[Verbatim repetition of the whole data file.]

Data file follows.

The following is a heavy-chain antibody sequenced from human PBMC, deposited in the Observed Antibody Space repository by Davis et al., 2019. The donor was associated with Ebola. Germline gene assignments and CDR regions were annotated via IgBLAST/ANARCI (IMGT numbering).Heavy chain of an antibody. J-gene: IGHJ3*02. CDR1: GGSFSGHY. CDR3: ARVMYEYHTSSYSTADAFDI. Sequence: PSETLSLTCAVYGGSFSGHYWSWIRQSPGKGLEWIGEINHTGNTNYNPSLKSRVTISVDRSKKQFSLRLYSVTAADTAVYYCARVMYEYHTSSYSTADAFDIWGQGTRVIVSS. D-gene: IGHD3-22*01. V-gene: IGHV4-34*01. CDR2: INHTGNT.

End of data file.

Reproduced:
The following is a heavy-chain antibody sequenced from human PBMC, deposited in the Observed Antibody Space repository by Davis et al., 2019. The donor was associated with Ebola. Germline gene assignments and CDR regions were annotated via IgBLAST/ANARCI (IMGT numbering).Heavy chain of an antibody. J-gene: IGHJ3*02. CDR1: GGSFSGHY. CDR3: ARVMYEYHTSSYSTADAFDI. Sequence: PSETLSLTCAVYGGSFSGHYWSWIRQSPGKGLEWIGEINHTGNTNYNPSLKSRVTISVDRSKKQFSLRLYSVTAADTAVYYCARVMYEYHTSSYSTADAFDIWGQGTRVIVSS. D-gene: IGHD3-22*01. V-gene: IGHV4-34*01. CDR2: INHTGNT.